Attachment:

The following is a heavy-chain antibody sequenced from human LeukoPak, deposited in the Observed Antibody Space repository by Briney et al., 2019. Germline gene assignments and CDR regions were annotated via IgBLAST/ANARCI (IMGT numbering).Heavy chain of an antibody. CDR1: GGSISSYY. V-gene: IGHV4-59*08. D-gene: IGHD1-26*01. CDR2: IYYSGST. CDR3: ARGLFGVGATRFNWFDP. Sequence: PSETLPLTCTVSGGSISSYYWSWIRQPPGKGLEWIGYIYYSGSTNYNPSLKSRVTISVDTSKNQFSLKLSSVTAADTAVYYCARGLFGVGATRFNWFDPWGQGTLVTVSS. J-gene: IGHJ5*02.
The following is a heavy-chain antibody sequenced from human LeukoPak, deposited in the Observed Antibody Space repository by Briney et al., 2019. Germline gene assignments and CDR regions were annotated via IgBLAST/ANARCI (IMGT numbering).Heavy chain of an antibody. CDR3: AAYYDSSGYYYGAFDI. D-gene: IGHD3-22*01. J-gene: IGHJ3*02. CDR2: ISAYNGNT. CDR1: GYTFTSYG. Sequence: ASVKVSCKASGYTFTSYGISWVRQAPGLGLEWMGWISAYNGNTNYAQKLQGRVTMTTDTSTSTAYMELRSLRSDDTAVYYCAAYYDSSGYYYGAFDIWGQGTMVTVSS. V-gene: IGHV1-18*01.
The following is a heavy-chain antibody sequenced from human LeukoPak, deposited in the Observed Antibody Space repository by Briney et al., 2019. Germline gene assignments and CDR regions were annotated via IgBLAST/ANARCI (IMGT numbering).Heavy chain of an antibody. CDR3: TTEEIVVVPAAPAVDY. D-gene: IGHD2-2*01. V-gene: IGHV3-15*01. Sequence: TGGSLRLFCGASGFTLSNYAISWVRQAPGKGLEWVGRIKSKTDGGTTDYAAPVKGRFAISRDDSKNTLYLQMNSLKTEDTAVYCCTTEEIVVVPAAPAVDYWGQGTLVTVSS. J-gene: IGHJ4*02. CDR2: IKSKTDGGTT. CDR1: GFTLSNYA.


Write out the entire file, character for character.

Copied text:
The following is a heavy-chain antibody sequenced from human LeukoPak, deposited in the Observed Antibody Space repository by Briney et al., 2019. Germline gene assignments and CDR regions were annotated via IgBLAST/ANARCI (IMGT numbering).Heavy chain of an antibody. CDR1: GGSISSYY. V-gene: IGHV4-59*08. D-gene: IGHD1-26*01. CDR2: IYYSGST. CDR3: ARGLFGVGATRFNWFDP. Sequence: PSETLPLTCTVSGGSISSYYWSWIRQPPGKGLEWIGYIYYSGSTNYNPSLKSRVTISVDTSKNQFSLKLSSVTAADTAVYYCARGLFGVGATRFNWFDPWGQGTLVTVSS. J-gene: IGHJ5*02.
The following is a heavy-chain antibody sequenced from human LeukoPak, deposited in the Observed Antibody Space repository by Briney et al., 2019. Germline gene assignments and CDR regions were annotated via IgBLAST/ANARCI (IMGT numbering).Heavy chain of an antibody. CDR3: AAYYDSSGYYYGAFDI. D-gene: IGHD3-22*01. J-gene: IGHJ3*02. CDR2: ISAYNGNT. CDR1: GYTFTSYG. Sequence: ASVKVSCKASGYTFTSYGISWVRQAPGLGLEWMGWISAYNGNTNYAQKLQGRVTMTTDTSTSTAYMELRSLRSDDTAVYYCAAYYDSSGYYYGAFDIWGQGTMVTVSS. V-gene: IGHV1-18*01.
The following is a heavy-chain antibody sequenced from human LeukoPak, deposited in the Observed Antibody Space repository by Briney et al., 2019. Germline gene assignments and CDR regions were annotated via IgBLAST/ANARCI (IMGT numbering).Heavy chain of an antibody. CDR3: TTEEIVVVPAAPAVDY. D-gene: IGHD2-2*01. V-gene: IGHV3-15*01. Sequence: TGGSLRLFCGASGFTLSNYAISWVRQAPGKGLEWVGRIKSKTDGGTTDYAAPVKGRFAISRDDSKNTLYLQMNSLKTEDTAVYCCTTEEIVVVPAAPAVDYWGQGTLVTVSS. J-gene: IGHJ4*02. CDR2: IKSKTDGGTT. CDR1: GFTLSNYA.